Shoulda Been!  Coulda Been!  Woulda Been  60!

Rick Alexander

Shoulda Been!  Coulda Been!  Woulda Been  60!


April 30th would have been my parents 60th wedding anniversary, They didn’t quite make it to their 33rd. My mother passed away from cancer at age 59. My dad died about a year ago. After my dad passed, we found their wedding album among his things. It was actually a replacement album as the original got destroyed in the Hurricane Agnes Flood. It had been years since I had last seen it and it was good to see my parents again looking so young, as well as my grandparents, whom I greatly miss, as well.


As I’ve written about on prior blogs, it was tough to lose my mom so young, soon after she became a grandmother. What’s difficult for me now is to imagine how things would have unfolded had she lived. Unquestionably, she and my dad would have grown old together. She would have reveled in her five grandchildren, particularly the grand daughters, as she never had any daughters of her own. She would have enjoyed watching her sons become successful in their respective careers. She lived long enough to witness Lisa and me getting married. Several years later, my mom died the same day as her middle son got married. The only grandchild she ever knew was Jonathan and he was only 6 months old when she passed. Having come from a small family herself, she would have embraced her growing extended family.


The really hard thing for me to envision is how things would have evolved, progressed and changed through the years, had she lived.  Would My parents have remained in the rancher in Hershey my brothers and I grew up in? Or would they have down-sized to independent or assisted living at some point? What if my dad had died first? The one thing I’ve wondered about is how she and my dad would have accommodated the holidays. Our house in Hershey was where our entire family always spent the holidays together. How we would have been able to fit our ever-growing clan in our small-ish dining room, not to mention trying to accommodate the schedules of in-laws, would have been interesting to observe. My mom would have found a wise and fair way to do it. As you yourself may know, the silver lining of having to bury a parent is that you only have to do it once.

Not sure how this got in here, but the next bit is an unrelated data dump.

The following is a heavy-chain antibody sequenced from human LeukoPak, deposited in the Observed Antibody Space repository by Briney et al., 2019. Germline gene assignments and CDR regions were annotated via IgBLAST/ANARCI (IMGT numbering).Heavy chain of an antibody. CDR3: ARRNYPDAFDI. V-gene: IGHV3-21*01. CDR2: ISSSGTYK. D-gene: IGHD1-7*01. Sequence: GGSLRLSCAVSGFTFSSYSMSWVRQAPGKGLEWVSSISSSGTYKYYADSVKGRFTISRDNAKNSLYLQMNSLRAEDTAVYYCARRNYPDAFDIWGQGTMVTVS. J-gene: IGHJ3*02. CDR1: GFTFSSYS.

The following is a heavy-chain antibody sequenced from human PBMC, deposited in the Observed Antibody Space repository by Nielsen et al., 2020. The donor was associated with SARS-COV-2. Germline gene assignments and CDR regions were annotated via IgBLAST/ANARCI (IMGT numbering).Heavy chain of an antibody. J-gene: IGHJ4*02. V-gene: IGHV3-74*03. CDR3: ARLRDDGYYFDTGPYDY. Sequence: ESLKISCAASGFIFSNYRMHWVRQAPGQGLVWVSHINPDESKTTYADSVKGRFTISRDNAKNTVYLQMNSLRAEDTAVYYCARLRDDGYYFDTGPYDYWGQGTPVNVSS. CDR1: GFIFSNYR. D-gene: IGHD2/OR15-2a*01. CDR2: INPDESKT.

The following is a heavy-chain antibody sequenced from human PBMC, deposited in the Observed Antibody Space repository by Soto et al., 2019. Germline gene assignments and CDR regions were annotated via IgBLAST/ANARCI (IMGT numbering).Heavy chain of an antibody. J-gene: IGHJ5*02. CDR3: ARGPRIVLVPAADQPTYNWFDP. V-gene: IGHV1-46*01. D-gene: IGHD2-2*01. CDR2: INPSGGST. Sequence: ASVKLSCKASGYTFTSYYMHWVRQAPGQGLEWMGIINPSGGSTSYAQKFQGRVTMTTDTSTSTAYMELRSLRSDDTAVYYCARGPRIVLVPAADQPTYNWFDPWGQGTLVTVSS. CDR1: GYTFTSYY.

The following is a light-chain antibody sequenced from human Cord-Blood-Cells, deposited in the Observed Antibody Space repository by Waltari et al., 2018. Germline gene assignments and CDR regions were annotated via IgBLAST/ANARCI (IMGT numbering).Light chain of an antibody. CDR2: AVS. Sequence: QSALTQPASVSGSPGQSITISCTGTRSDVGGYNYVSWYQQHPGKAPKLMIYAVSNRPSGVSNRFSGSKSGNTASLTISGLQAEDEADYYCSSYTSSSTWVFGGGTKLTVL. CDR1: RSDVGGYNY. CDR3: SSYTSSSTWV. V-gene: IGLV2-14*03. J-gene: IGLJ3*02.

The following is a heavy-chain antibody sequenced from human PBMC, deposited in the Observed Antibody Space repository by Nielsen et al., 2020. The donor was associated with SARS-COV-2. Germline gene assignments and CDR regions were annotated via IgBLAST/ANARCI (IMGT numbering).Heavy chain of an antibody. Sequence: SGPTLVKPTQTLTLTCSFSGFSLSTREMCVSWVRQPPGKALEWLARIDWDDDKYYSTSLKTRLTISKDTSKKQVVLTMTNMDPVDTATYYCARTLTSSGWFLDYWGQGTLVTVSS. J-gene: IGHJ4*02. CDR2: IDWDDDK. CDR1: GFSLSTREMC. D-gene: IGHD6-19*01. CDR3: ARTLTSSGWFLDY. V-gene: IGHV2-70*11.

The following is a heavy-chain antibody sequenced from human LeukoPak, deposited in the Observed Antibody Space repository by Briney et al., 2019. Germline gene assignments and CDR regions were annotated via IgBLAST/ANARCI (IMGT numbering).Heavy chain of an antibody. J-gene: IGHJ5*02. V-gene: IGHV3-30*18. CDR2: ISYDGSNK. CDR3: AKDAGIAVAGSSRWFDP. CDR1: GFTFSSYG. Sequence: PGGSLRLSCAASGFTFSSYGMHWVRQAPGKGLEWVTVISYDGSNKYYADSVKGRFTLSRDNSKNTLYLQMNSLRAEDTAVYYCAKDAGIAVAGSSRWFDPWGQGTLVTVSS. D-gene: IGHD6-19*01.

Seeing the pictures of my parents on their wedding day reminded me that it was one of the few days my dad ever wore his wedding ring. My dad was not a jewelry guy. He rarely wore a watch and the only times I saw him wearing his wedding band was in pictures from their wedding and honeymoon. That was no reflection on his faithfulness to my mom. Any time he was asked why he didn’t wear it, he said it was because he was a printer and didn’t want it to get caught in the printing press or other equipment. I guess that was a good enough reason, but many of his printing colleagues wore theirs. He never, ever wore it, even after he retired from printing. So, I always thought it odd that when he remarried almost two years after my mom’s death, he wore his new wedding ring all the time for quite a number of years. I would occasionally wonder what became of his first wedding ring. It never showed up in any of the boxes of stuff he gave me or my brothers over  the years . We didn’t find it when we went through his personal effects after he had died. It has been our family’s custom to bury people in their wedding rings, not the fancy diamond engagement/wedding rings, just the simple gold bands. Both my maternal grandparents and my mother were buried in theirs. I would have liked to have buried my dad with the ring my mom placed on his finger the day they married. But, it was nowhere to be found.